Tuesday, October 30, 2012

Designing a usability test

Another thing that came of my discussions with thought leaders is how to design a usability test. A few thoughts on that.

When I first considered this project, I thought I could do an "open ended" field usability test, where I solicited users at large to submit to a usability test of a program. They would do this test on their own computers, according to a set of scenarios that I would design for them. I imagined that, while users would carry their own experiences with them, they would be able to execute the test by following a set of user personas for the program. Personas would describe general users for the program, including details that inform the tester of what the persona would be like.

In discussing this option with thought leaders, I realize that is not the right way to do a test. There's a lot of value by doing an in person usability test. Bring the test subject into a lab (the lab can be formal or informal - even a desk in an office) and ask that person to execute a series of workflow tasks. For example, to test a word processor, we might ask testers to type a few short paragraphs of text (provided for them), start a new tab, search and replace text, print, change the font, and other typical tasks. The key is that these scenarios should demonstrate typical, average use of the program.

The test scenarios do not (necessarily) need to exercise every function of the program, as long as it demonstrates how a typical user of average knowledge would use the program. Generally, those test results can be applied to other parts of the program, as well.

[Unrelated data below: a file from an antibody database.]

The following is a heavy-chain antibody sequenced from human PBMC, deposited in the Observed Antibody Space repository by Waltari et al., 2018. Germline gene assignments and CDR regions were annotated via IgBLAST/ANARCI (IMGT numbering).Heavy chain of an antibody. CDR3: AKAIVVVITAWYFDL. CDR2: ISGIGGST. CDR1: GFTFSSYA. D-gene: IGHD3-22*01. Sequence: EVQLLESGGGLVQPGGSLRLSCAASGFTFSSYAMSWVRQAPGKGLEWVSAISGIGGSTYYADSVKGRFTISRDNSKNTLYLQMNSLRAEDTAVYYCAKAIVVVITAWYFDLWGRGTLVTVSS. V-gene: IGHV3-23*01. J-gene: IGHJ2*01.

In this study, I am interested in what makes for good usability in open source software. The usability test design for this need not be complicated: I will create a bootable USB "flash" drive that runs Fedora, a version of Linux. This flash drive can be easily re-written between tests, to restore the drive to a known, default state so the next usability tester has the same starting point as the first usability tester.

The usability lab can be as simple as an office with a closed door (to prevent distractions). To start the test, I would provide some background information for the tester: why are we doing the test, what they will be expected to do (the test scenarios) and how they should act during the test (ignore the observer, please speak aloud what is going through your mind at each step, etc.) Usability testers should be drawn from a wide pool, including users that are similar to the target audience: general users. Since I work on a university, potential testers might include students, faculty, and staff. I may also draw on family and friends.

After each test, I will ask the testers about their experience, and possibly explore areas that looked particularly interesting or challenging for them. What did they expect to see during this part of the test? What should this other screen have shown you, since you said you were doing X? To wrap up, engage the tester in a brief "plus/delta" exercise: What worked well in the program? What features were particularly easy to use? But what other features were more challenging to use? Where did you feel confused?

The plus/delta will be important for the results. I will need to report both in the final publication, even though I intend to focus on the features that contributed to good usability, so that other open source developers might mimic those successful features in their own programs.

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